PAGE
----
That was quite the dust-up at the government center last week between health care exec Ron Castle on the one hand and county Supervisor Bruce Gibson and his trusty supervisor sidekick Adam Hill on the other.
It got so raucous at times that it brought a nostalgic tear to my eye as I fondly recalled the donnybrook days when the Three Amigos — Supervisors Harry Ovitt, Katcho Achadjian and Jerry Lenthall — and their developer pals would square off against the no- and slow-growthers.
You remember that latter group, don’t you? Folks descended directly from early cavemen who, back in Neanderthal days, worked to keep low-income caverns and other refuges for the hoi polloi away from their slice of the mountain.
The fracases between the descendants of Og, chairman of the Mossy Cave Homeowners Association, and the Three Amigos, while entertaining in their way, used to alarm many people, not least of whom were those who like to see government run smoothly.
And that describes the current Board of Supervisors perfectly: They are efficient. I have often joked that covering them is no fun because they are so workmanlike.
One of the reasons for their smooth operation is that they have made sure that any unpleasantness surrounding a given government decision is more or less taken care of at the staff level before it gets to them.
Faceless bureaucrats iron things out away from the public eye.
That avoids any distasteful public displays of strong disagreement with the board.
You can view this technique as good management. Or, you could look at it as an unseemly attempt to blunt public debate.
What happened Tuesday was closer to the latter view.
For those who missed it, the discussion was supposed to be about providing health care to those who either don’t have it or have trouble obtaining it. But it turned out to be more about egos and attempts to control the public discussion.
Even before they heard from Castle, who directs Community Health Centers, supervisors were annoyed at him for challenging a county decision to cut back on its contribution to health care for the poor.
Gibson told Castle that cutting back on the county contribution was painful, and he found the implication that supervisors don’t care “absolutely offensive.”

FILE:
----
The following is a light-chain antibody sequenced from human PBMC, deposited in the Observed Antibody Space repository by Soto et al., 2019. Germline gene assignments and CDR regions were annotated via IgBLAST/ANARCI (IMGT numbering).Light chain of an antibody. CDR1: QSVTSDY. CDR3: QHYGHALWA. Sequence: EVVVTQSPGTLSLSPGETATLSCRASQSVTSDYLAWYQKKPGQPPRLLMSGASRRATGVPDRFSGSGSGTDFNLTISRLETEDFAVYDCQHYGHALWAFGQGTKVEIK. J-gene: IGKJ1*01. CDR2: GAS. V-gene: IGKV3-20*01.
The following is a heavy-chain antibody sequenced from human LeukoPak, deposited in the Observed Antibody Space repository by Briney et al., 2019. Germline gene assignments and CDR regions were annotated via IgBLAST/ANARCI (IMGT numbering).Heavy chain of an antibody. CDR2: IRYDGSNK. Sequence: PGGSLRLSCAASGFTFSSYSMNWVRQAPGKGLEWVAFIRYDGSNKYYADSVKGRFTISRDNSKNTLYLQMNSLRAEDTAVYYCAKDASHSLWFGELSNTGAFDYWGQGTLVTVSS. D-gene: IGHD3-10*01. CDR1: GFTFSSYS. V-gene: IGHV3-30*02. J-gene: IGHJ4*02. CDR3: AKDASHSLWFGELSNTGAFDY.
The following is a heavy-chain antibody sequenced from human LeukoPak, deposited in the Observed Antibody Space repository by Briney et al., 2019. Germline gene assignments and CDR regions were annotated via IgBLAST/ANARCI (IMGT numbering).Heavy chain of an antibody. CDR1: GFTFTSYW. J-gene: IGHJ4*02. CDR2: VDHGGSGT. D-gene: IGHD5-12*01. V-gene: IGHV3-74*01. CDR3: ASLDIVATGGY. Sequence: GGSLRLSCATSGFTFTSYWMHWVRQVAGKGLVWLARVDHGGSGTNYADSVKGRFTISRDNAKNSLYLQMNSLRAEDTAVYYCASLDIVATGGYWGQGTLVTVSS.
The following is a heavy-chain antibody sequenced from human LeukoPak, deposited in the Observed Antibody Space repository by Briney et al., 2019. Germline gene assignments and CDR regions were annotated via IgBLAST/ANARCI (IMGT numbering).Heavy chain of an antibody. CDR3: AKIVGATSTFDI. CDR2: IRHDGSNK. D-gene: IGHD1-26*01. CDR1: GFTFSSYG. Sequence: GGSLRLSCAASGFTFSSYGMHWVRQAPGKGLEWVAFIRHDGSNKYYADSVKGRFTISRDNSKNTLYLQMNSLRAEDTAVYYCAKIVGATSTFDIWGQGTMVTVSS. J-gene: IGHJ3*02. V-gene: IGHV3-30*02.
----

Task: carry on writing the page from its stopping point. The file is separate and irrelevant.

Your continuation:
Then he took on the mien of a prosecutor on “Law & Order” and began to grill Castle about executive salaries at Community Health Centers. Hill chimed in by asking how much property the organization owns. Before the meeting, Hill had emailed the salaries of CHC executives to the media, including The Tribune.
The implication was that Community Health Centers should trim their salaries and sell property if they were so worried about the poor.
Supervisors also assailed a postcard campaign CHC orchestrated, wherein people who had been helped by CHC told their stories to the supervisors.
Aimed at your run-of-the-mill supplicant in the audience from the supervisors’ elevated dais, this kind of verbal assault could be intimidating.
But Castle is no pushover.
“I don’t need a lecture from you about the safety net,” Castle shot back. “I work with it every day.”
“I really resent the suggestion that we’re part of the problem” he went on. “We’re the good guys here.”
In the end, supervisors went ahead with their cuts and told county leaders to work with Castle to find ways to ensure that nobody “falls through the safety net,” to use the trendy phrase. Good luck with that, given the steam coming out of ears on both sides.
Apart from the substance of the supervisors’ discussion, which The Tribune reported earlier this week, the Castle-Gibson fisticuffs revealed the downside of super-efficiency.
People and organizations that consider efficiency the be-all and end-all don’t like to be challenged. The textbook allusion on this subject is the phrase, “Mussolini made the trains run on time.”
The tyrant got things done, but there was this dark side, see.
I’m not suggesting that Gibson and Hill are Mussolini reincarnated. I am saying that, based on this episode, they clearly like to keep control and don’t like being challenged.
Those are not appealing qualities in an elected official.